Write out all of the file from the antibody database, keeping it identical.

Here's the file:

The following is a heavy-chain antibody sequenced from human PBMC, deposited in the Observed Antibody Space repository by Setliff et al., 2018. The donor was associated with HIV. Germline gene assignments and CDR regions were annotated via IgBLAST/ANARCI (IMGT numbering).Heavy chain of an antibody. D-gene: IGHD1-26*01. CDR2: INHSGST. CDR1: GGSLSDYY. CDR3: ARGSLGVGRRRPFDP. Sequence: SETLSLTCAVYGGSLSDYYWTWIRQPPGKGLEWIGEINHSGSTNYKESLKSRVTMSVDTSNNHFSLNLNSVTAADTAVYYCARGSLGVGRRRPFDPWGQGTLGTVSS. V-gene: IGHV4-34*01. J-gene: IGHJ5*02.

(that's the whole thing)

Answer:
The following is a heavy-chain antibody sequenced from human PBMC, deposited in the Observed Antibody Space repository by Setliff et al., 2018. The donor was associated with HIV. Germline gene assignments and CDR regions were annotated via IgBLAST/ANARCI (IMGT numbering).Heavy chain of an antibody. D-gene: IGHD1-26*01. CDR2: INHSGST. CDR1: GGSLSDYY. CDR3: ARGSLGVGRRRPFDP. Sequence: SETLSLTCAVYGGSLSDYYWTWIRQPPGKGLEWIGEINHSGSTNYKESLKSRVTMSVDTSNNHFSLNLNSVTAADTAVYYCARGSLGVGRRRPFDPWGQGTLGTVSS. V-gene: IGHV4-34*01. J-gene: IGHJ5*02.